What Should You Be Training? This Flowchart Can Tell You
An easily customizable training path to redpointing your hardest routes or boulders. Everyone wants to send, but figuring out precisely how—amidst the many training approaches out there—is challenging. However, what you should focus on is maximizing effort—in the appropriate way, relative to where you’re at on your project. What Should You Be Training?
The above flow chart, with suggestions, can show you an easily customizable path to redpointing your hardest.
1. Training Your Cardiovascular System
Most climbers have plenty of cardio capacity. However, if approaches wear you out, you might need basic conditioning—walking with a pack, hiking, or doing easy multi-pitch climbs. Aim for 30-plus minutes per day, every day.
2. Get on the Hangboard
If you can’t hang the holds, get on a hangboard. Debating protocols is like arguing over which vegetable is better: Any vegetable is a good start. Figure out which holds challenge you, and train those. More work per session is not better; instead, do more sessions.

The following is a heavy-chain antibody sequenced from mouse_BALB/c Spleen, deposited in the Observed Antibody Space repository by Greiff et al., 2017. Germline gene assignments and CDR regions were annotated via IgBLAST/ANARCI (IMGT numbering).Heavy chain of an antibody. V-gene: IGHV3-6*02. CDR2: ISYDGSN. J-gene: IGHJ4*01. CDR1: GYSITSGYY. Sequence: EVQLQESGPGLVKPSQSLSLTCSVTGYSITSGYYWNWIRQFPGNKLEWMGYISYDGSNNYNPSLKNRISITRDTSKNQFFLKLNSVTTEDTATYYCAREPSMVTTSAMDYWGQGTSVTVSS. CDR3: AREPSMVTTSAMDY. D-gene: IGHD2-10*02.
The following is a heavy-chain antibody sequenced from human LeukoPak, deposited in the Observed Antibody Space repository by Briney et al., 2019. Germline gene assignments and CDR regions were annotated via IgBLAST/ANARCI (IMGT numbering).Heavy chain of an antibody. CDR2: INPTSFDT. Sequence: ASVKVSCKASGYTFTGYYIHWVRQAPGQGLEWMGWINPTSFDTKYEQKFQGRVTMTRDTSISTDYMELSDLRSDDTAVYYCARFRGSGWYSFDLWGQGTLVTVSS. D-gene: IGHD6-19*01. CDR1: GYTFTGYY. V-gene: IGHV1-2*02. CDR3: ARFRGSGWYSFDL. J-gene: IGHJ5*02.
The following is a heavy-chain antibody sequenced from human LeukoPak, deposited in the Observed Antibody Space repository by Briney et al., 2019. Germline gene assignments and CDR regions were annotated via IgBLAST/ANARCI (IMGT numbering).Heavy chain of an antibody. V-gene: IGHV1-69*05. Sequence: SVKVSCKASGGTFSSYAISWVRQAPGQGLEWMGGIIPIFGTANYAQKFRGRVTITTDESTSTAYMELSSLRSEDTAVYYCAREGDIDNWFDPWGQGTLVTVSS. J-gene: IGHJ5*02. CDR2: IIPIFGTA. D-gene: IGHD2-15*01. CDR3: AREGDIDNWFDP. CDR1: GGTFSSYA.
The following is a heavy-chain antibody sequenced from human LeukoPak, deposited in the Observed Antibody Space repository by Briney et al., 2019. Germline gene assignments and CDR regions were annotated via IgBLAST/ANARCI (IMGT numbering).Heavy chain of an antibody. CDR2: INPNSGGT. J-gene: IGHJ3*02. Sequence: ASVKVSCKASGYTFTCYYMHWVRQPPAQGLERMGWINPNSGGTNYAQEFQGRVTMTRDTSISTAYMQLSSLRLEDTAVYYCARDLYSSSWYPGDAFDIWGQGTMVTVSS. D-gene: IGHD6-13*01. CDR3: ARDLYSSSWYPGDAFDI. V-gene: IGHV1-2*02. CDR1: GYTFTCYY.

3. Work on Limit Bouldering
If you can hang the holds but can’t do the moves, then limit bouldering is the key. Work supermaximal problems, trying two to three over a series of sessions. While sending is OK, focus on performing harder moves. Think of yourself as a musician trying to learn a difficult piece. If you can play it well during the first practice, you’re not really expanding your capabilities.
4. Training on Route-Specific Intervals
Now that you can do the moves, the next step is linkage. Set up circuits that mimic the angle, style, and difficulty of your project. As you progress, keep the difficulty relatively equal to the various sections on the proj, and whittle away at the rest periods between them. Picture your outdoor project: First you hang on every bolt, then you link sections, and then you send. You’re slowly decreasing resting periods. Do the same with intervals.